He left his
apartment in good spirits. But now, as his race approaches, he becomes quiet
and remote. The apartment itself is stark, nearly without furnishings; it is
the dwelling of someone in transit, a rambling man.
introduces Moses and abruptly he changes. He smiles. He walks up the track,
waving to the people in the stands. He will be cool—he wears one gold and two
leather necklaces and a copper bracelet, as well as his watch, when he runs—but
he loves crowds. He cherishes the remembrance of the 5,000 fans who showed up
in Taiwan to see him, and him alone, work out.
At the gun he is
off: a full sprint to the first hurdle, then the bounding, graceful, relentless
13s. He nicks the eighth hurdle with his trailing knee and reopens a small cut,
but no one is close. His time of 48.50 is a meet record.
Later in the
stands, dressed in his street clothes, Moses chats with Bob Beamon, who is now
track coach at U.S. International University. Beamon's world-record long jump
of 29'2�" at the 1968 Olympics in Mexico City was awesome, perhaps the
greatest proportionate extension of a record ever.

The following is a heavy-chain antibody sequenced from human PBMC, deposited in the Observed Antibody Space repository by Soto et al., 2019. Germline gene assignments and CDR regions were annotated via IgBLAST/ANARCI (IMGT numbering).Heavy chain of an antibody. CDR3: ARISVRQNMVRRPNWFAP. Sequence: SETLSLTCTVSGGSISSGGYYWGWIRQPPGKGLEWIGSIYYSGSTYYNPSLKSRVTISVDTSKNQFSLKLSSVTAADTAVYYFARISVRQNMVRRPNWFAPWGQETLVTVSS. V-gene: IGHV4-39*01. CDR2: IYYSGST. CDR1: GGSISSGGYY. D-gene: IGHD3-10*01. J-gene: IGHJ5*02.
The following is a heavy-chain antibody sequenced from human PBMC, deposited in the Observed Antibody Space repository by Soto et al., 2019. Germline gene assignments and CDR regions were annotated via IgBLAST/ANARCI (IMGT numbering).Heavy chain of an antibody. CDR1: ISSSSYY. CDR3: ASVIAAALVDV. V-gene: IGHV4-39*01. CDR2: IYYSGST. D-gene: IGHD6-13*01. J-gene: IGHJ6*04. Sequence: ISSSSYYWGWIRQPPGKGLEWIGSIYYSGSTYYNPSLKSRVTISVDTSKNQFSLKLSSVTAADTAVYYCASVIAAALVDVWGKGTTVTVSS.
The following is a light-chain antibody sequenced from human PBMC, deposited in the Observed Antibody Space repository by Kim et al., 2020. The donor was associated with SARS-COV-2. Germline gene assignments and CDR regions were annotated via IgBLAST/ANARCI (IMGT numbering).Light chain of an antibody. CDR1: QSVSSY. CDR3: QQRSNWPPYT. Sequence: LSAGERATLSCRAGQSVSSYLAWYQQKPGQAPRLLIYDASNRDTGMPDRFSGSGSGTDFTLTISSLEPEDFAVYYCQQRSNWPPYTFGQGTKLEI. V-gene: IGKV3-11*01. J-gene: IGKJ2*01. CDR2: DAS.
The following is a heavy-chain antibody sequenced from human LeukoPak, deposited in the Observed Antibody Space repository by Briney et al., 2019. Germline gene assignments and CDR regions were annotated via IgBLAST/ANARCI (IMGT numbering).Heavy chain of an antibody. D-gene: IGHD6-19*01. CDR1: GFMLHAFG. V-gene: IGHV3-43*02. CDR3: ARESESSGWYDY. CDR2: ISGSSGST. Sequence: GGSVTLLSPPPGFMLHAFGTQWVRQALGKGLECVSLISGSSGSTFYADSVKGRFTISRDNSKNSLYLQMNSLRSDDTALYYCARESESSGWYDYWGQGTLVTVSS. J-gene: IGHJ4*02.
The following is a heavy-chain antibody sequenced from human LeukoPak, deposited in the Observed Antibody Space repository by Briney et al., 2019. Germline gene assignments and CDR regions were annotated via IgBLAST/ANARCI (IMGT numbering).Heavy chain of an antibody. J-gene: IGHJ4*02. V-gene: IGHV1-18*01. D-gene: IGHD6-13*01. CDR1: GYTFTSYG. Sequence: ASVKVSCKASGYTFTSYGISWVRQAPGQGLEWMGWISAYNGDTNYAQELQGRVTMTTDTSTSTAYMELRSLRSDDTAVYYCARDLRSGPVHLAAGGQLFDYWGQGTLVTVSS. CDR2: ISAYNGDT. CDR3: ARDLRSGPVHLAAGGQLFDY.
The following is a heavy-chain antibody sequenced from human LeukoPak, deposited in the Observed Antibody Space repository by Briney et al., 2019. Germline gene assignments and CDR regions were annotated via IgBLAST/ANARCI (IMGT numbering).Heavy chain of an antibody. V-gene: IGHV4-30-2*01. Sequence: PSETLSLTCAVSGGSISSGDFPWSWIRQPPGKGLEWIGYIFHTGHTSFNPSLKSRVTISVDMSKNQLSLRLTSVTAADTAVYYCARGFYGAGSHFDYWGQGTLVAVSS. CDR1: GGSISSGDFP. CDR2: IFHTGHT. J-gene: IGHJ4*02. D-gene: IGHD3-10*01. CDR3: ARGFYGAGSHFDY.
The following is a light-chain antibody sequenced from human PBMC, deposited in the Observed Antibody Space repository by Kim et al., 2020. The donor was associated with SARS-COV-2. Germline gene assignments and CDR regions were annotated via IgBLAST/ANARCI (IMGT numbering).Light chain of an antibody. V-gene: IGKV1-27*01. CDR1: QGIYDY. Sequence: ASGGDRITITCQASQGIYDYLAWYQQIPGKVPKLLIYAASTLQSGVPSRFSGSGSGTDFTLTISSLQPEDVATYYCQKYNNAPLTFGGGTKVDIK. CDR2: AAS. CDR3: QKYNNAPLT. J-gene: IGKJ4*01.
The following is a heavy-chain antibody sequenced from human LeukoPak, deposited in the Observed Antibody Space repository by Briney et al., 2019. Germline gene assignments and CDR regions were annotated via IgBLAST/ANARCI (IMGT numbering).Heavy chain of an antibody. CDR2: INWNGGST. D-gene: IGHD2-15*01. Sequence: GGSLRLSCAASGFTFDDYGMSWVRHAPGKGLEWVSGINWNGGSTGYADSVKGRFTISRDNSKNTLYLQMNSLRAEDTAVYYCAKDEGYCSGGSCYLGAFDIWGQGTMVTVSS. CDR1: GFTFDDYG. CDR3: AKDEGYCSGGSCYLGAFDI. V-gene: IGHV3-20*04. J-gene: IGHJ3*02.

expansive and cheerful after his race, but now that the reporters are gone and
no one recognizes him, he seems less open, bothered again. "There are even
some people talking about taking away Bob's record because it was done at too
high an altitude," he says to an acquaintance. "I mean, it's supposed
to be a world record, right? And he did it on this world, didn't he?"
Moses' trust in
logic forces him to see many of the world's quirks as problems to be solved,
barriers that can and should be hurdled. "I walk down the street and see
things a certain height and want to go over them," he says. In street
clothes he often breaks away from companions to hurdle garbage cans, stumps,
In many ways
Moses is a man alone. Beamon was alone when he went 29'2�". But he was
humbled by what he'd done, dropping to his knees and covering his face with his
hands. Moses is different.
being the best at something should be its own reward," Moses says, steering
his old car back onto the freeway. "But it's funny how sometimes you don't
see things the way everybody else does. It's hard looking from a lighted house
into the darkness." Cars whiz past in the other direction, each bearing a
lone, expressionless Californian. The meet is miles behind. "I hardly ever
think about how good I really am," he says.